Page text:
Longtime WSO user who has recently discovered a significant amount of excess free time after my fund effectively closed. Have been playing around with a bit of writing to fill the time and thought I would create a dummy account to elicit feedback from the forumn. Would love any and all feedback (negative or positive) and am happy to continue positing is feedback positive.
One week after learning my fund was returning outside capital and my position as the fund's sole analyst was to be eliminated, I walked out of the office for the final time. As the office door shut behind me, I thought I would feel something - happy, sad, relieved, wistful nostalgic, angry - but nothing. Maybe I had already accepted my fate in the intervening week and somehow subconsciously processed these emotions bit by bit over the prior seven days. Or perhaps that I was racing out the door to catch a bus the Hamptons preoccupied my thoughts. Either way, at the moment the sound of the door latching hit my eardrums, it's hard to say whether I truly internalized this chapter, albeit a brief one, forever closing.
I walked out of the building into the sweltering July Manhattan heat, threw on my Ray-Bans and the began the crosstown trek to my bus. There was a lot on my mind as I traipsed from Madison Avenue to Lexington. How do I avoid sweating in the over 90 degree heat? Did I need provisions for the three hour trek to Bridgehampton? Can I drink on the bus? Where is the nearest liquor store? What's for dinner? I'm hot. Can everyone see the sweat bleeding through my shirt?
Noticeably absent from my bouillabaisse of thoughts were musings on markets, investments, and stocks. All potentially work-related reflections were conspicuously non-existent. Like a bad memory, I had repressed the ruminations that would normally be swirling around my head. No longer did I have a master to serve and without a master, my cerebral cortex shut down.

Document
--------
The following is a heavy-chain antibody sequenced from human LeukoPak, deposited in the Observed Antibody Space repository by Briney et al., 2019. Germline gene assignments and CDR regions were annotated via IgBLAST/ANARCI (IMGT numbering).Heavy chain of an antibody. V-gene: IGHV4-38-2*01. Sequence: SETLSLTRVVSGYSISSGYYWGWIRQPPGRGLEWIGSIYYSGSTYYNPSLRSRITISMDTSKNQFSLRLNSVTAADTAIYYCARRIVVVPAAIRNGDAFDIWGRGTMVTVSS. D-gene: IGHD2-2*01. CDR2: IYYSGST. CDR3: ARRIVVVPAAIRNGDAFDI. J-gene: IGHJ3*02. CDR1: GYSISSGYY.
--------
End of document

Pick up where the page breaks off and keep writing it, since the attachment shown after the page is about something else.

My nine months in the hedge fund industry ended very unceremoniously. I spent the final week winding down a couple projects, organizing old files, shredding superfluous papers, and cleaning my workstation. On my final day, after a good scrub with industrial strength cleaner, it looked as though no one had worked at my desk for the past nine months. Before departing, I shook my bosses hand, looked him in the eye, and thanked him for being a coach and mentor. And for employing me for nine-months. I can't leave out that minor detail. And while we'd all like to think we leave a lasting mark on the organizations we work for, I have no qualms saying that I will in all likelihood soon be forgotten. All that was left was an imprint of my bottom on my office chair.
There were no seven-figure bonuses, no trades that broke economies, no raiding corporate pension plans. I was not the swashbuckling hedge fund manager depicted on television or in the movies. Maybe I deluded myself into thinking I eventually could be that, but no, I was the grunt; an amalgamation of characters depicted the in the TV show Billions, but only the ones given very limited screen time. The ones used as plot devices to create weekly fodder for the audience as the main story arc moves through the season. Don't get me wrong, I was well-compensated. Maybe even in excess of the value I contributed (perhaps a debate for another time). It's just that my story is not a tale of great fortunes won on the battlefield of high finance.
To be laid off, regardless of the underlying cause, is a less than ideal way for one's employment to end. That said, I harbored no ill will towards my boss. His decision to shutter the fund was economically rational - utility maximizing - and for that, I could not fault him. He had conducted himself as a gentleman and for that, I respected him. I'd like to think that respect was mutual, but I don't know. I don't know if I'll ever know his unvarnished views towards me.
But on this day, all those thoughts became secondary to the present. Secondary to living in the moment. Secondary to looking forward to the freedom afforded by no immediate responsibilities. For the first time in my life, I could inhale the New York City summer air without having to worry about what happens once the intoxication wears off.
I now have the freedom to step back for a just a moment, hit the pause button, and simultaneously reflect on all that I've done and all that is yet to come. I don't know if I yet fully appreciate the reverberations this event will have on my life and my career, but I'm sure like ripples on a pond, they will be far and wide. And only time will reveal the ultimate impact.